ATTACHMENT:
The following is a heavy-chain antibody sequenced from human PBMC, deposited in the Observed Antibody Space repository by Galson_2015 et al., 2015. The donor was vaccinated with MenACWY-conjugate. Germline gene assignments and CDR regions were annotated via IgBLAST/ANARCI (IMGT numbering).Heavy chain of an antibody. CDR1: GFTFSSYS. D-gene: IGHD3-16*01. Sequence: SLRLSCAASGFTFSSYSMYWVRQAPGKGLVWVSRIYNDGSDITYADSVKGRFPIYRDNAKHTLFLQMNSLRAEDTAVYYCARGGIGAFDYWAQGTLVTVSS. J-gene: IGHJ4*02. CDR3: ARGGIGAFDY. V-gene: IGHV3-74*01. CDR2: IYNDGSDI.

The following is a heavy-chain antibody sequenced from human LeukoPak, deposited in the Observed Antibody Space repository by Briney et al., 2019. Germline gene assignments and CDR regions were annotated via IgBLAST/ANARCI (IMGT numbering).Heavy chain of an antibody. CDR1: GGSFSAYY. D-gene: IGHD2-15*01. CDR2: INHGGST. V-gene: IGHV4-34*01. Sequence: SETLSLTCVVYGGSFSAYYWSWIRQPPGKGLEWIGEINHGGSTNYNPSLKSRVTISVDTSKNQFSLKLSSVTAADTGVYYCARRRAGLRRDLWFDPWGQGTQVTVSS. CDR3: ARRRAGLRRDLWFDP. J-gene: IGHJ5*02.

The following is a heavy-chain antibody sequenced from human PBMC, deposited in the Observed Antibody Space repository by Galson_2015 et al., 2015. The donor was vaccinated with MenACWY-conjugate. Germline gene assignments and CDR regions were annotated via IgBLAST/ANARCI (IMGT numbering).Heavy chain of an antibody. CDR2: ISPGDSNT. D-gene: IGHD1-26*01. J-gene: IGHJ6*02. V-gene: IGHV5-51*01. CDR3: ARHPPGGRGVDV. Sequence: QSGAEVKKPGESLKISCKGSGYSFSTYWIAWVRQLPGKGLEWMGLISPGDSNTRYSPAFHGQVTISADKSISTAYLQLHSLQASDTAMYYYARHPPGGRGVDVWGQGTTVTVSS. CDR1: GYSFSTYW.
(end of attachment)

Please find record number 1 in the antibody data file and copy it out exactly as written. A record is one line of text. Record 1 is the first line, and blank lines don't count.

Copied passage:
The following is a heavy-chain antibody sequenced from human PBMC, deposited in the Observed Antibody Space repository by Galson_2015 et al., 2015. The donor was vaccinated with MenACWY-conjugate. Germline gene assignments and CDR regions were annotated via IgBLAST/ANARCI (IMGT numbering).Heavy chain of an antibody. CDR1: GFTFSSYS. D-gene: IGHD3-16*01. Sequence: SLRLSCAASGFTFSSYSMYWVRQAPGKGLVWVSRIYNDGSDITYADSVKGRFPIYRDNAKHTLFLQMNSLRAEDTAVYYCARGGIGAFDYWAQGTLVTVSS. J-gene: IGHJ4*02. CDR3: ARGGIGAFDY. V-gene: IGHV3-74*01. CDR2: IYNDGSDI.